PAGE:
Hitler had similar anti-Communist credentials, Selke said. [72] Unfazed, the CIC stated that both remained of interest and that while neither had been ordered not to cooperate with war crimes interrogators, both had also been ordered not to divulge the details of their work for the CIC. "That specific information," said Lieutenant Colonel George Eckman of the 7970th CIC Group in Regensburg, "is not believed pertinent in the War Crimes proceedings against these two individuals." [73] This statement was nonsense. Yet the relationship of both men with the CIC, founded on poor intelligence work from the start, had indeed wrecked the chances that U.S. authorities would try either man. [74]

By 1951, Manfred Roeder had used his past as a Nazi supporter to become a West German political figure on the radical right. His relationship with the CIC in 1947 and 1948 showed him that anti-Communism offered protection from prosecution and vindicated his view of Germany's Nazi past. Though not a member of the Socialist Reich Party (SRP) -- a neo-Nazi party founded in 1949 and banned in 1952-Roeder supported the SRP and was close to one of its founders, a volkisch writer Named Fritz Doris. On April 25, 1951, Roeder gave a speech in Luneburg to an overflow crowd on the wartime treachery of the Red Orchestra. He attacked Adolf Grimme, now the general director of Northwest German Radio (Nordwestdeutsche Rundfunk), and Helmut Roloff, another West German survivor of the Schulze-Boysen group and now a concert pianist. The U.S.-sponsored Neue Zeitung charged that Roeder promoted a new stab-in-the-back legend. [75] Perhaps this only encouraged Roeder, in 1952, to publish the Name arguments in Die Rote Kapelle: Europaische Spionage.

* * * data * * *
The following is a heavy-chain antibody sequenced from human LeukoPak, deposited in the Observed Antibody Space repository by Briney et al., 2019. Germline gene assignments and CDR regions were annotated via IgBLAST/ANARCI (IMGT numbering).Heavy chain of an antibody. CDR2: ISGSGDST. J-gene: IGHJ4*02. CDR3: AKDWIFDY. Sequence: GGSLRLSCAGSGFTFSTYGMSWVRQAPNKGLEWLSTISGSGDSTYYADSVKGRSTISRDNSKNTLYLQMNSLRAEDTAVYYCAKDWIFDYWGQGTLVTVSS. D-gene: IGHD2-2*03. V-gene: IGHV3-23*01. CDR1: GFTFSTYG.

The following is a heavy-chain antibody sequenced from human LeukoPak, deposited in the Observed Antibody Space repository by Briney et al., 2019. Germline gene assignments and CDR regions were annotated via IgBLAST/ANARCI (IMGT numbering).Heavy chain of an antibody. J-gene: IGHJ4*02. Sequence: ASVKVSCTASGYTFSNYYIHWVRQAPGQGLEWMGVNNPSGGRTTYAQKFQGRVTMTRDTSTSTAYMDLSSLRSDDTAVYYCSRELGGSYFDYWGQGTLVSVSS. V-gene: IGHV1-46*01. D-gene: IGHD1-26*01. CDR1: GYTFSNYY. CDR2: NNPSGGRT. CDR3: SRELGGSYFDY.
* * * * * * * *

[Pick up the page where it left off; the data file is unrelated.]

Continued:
Roeder used his prominence to try his luck again with the CIC. He arranged a meeting in the Hotel Gruner Wald in Heidelberg with three special agents from the 66th CIC Detachment (the successor to the 7970th) in January 1952. In a five-hour meeting, he told the CIC agents that he could procure a cache of documents over a meter in height on the Red Orchestra as well as human intelligence from former Gestapo officials. The information, he said, contained photos, information on Red Orchestra personalities, and their present-day activities in West Germany, France, the low countries, and Switzerland. To whet the American appetite, he listed a few people that he said were still active in the Red Orchestra (again, all witnesses against Roeder should he ever stand trial). He could arrange for the Americans to copy the records and to meet former German counterintelligence figures. He could also supply the trial transcripts of the Red Orchestra courts-martial. In return, he and his associates only wished for their old salaries. [76]